To do a riff on a recent credit card commercial that ends with the spokesperson saying: “What’s in your wallet?” – that tag line could be rewritten to “What’s in your suitcase?”
What’s in the character of Matt Browne’s (Tom Bower) suitcase is not the usual requisite travel items as he’s packed some bizarre things, including a blow-up doll named Jenna purchased from Larry Flint’s store, mouthwash, condoms, and a framed photo of his deceased wife Betty to whom he was married for 38 years. To complete the contents of his suitcase are the two “Vs,” Viagra and Valium.
Still grieving over the loss of his wife, under the advice of his therapist, Dr. Yablonsky, well played by Thaddeus Shafer, a shrink with his own marital problems, Browne decides to take a trip to London to try to pull himself out of his depressed state. He chooses a small boutique hotel called Off The King’s Road, yes, the same title as the play, which is a guest production at the Odyssey Theatre.
The suffering shrink advises him to put a blackboard in his hotel room and make a list of possible cultural things to do – art, music, stage, museums, etc. Not on the list was visiting a Serbian hooker from Zagreb by the name of Sheena, played by Maria Zyrianova. Her business plan is pay now, play later. Sheena, who might be a hooker with a heart, has an unseen violent boyfriend who is not overly happy with her line of work. During Browne’s first visit to her cramped den of inequity, the only sexual favor he wants is to lay his head on her lap. During another visit, he tries to engage her in a conversation about Ingmar Bergman’s ‘Wild Strawberries’, and, of course, she has no idea what he’s talking about other than she loves Rambo.
Completing the cast of characters is Freddie, the obsequious manager of the hotel played to the max by Michael Uribes, and Ellen Mellman, a slightly daffy, dowdy, English woman totally devoted to her (unseen) Himalayan cat. Casey Kramer’s Mellman gets below the surface of her character revealing some interesting layers.
With regard to the direction, I have great respect for Amy Madigan’s work as an award-winning actress and really wanted to like her directorial work in this play. However, her direction is fraught with problems, beginning with a poor, fractured script and the awkward staging of what can easily be referred to, as a series of short, not necessarily connected, scenes. There were interminable, overly long blackouts so that if there was any possibility of a through-line to the action, that was continuously stomped on. The stage “business”* was excessive and sometimes the action stopped while the business was executed, versus execution in conjunction with the dialogue.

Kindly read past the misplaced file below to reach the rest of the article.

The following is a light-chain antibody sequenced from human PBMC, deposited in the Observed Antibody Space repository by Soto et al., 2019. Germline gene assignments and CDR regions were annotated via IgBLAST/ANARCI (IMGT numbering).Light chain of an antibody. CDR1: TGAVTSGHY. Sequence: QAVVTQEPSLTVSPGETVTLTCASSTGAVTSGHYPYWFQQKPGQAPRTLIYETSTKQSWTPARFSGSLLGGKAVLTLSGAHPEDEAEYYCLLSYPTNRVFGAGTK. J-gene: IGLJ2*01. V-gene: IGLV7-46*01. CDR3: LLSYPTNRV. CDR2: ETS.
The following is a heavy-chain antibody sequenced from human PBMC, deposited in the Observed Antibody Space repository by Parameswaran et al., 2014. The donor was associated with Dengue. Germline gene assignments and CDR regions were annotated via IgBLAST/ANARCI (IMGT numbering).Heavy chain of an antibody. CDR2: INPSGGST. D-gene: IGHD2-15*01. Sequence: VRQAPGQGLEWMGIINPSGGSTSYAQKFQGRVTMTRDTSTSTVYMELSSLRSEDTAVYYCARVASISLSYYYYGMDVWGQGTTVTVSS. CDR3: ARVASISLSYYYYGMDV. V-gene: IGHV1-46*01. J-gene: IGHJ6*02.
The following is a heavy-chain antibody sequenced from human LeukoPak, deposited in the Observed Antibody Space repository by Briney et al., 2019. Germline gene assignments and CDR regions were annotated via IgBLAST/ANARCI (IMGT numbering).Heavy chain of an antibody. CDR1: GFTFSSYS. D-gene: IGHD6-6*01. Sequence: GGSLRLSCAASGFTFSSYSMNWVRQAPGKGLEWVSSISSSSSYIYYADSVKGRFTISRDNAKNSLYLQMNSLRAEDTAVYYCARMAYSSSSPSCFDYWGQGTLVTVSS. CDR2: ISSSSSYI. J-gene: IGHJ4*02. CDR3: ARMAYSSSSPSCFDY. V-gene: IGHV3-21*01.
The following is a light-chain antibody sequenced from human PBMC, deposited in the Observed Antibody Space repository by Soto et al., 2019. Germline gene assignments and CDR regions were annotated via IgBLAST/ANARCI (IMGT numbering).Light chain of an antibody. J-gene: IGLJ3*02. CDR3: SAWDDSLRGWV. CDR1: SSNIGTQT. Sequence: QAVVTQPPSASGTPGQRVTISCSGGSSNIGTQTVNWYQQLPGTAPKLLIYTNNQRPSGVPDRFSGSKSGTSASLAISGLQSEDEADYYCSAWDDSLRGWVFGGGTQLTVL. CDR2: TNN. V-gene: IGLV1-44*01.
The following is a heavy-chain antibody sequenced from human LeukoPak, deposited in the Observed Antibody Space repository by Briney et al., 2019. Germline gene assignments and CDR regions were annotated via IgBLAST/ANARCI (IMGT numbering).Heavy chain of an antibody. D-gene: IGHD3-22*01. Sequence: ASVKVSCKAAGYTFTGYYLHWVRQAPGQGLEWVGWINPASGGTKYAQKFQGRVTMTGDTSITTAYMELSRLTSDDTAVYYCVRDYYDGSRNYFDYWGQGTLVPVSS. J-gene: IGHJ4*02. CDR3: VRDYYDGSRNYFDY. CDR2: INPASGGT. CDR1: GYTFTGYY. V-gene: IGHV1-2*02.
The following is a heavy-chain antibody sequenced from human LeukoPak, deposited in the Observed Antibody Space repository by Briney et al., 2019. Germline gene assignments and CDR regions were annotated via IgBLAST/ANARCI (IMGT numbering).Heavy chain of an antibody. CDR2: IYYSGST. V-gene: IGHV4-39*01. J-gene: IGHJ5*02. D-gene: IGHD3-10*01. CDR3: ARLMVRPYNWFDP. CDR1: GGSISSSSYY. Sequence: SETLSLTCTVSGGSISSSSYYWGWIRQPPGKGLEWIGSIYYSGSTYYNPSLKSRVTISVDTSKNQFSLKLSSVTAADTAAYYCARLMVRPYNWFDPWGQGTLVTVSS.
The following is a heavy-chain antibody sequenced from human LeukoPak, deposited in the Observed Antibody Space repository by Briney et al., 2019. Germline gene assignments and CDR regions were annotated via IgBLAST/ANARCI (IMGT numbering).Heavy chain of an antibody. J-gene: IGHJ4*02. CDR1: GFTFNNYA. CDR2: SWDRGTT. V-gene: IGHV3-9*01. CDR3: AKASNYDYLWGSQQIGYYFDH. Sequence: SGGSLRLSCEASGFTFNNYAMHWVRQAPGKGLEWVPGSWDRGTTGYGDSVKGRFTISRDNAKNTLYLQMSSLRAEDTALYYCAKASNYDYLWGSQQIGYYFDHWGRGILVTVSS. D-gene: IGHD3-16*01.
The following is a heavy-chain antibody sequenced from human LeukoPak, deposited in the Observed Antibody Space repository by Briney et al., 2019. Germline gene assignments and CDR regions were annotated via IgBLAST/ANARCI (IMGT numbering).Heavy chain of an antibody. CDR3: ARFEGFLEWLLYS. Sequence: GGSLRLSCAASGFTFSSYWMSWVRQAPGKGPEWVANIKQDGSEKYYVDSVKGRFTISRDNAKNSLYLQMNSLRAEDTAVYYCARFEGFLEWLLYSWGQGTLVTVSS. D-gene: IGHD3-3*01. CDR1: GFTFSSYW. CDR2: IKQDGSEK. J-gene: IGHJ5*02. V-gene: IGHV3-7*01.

Given that this is not a well-written play, the truth is if the lead role of Matt Browne was played by let’s say Madigan’s brilliant actor husband, Ed Harris, the experience might actually have been enjoyable. But Browne’s performance didn’t get much past line readings, dropping his voice at the end of each sentence. Despite his long list of theatrical credits, he did not have the stage presence to carry the lead in what is a problematic piece of material. Adding to the failure of this production was the cramped set design by Joel Daavid of both the hotel room and Sheena’s apartment, and a clawing, disparate sound design by Joseph “Sloe” Slawinski. I have seen their creative work before and it’s usually top-notch, but this time the results were not up to their usual level of excellence.
There’s that old show biz axiom that says, “If it ain’t on the page, it ain’t on the stage,” and Off The King’s Road could be the poster child for that theatrical truism.
*Stage business refers to the gestures and activities an actor executes as part of a scene.
2055 S. Sepulveda Blvd., Los Angeles, CA 90025
Run: Fridays & Saturdays – 8 pm; Sundays – 2 pm
Closing: Sunday, Aug. 2, 2015
Reservations: 323.960.7712 or www.plays411.com/kingsroad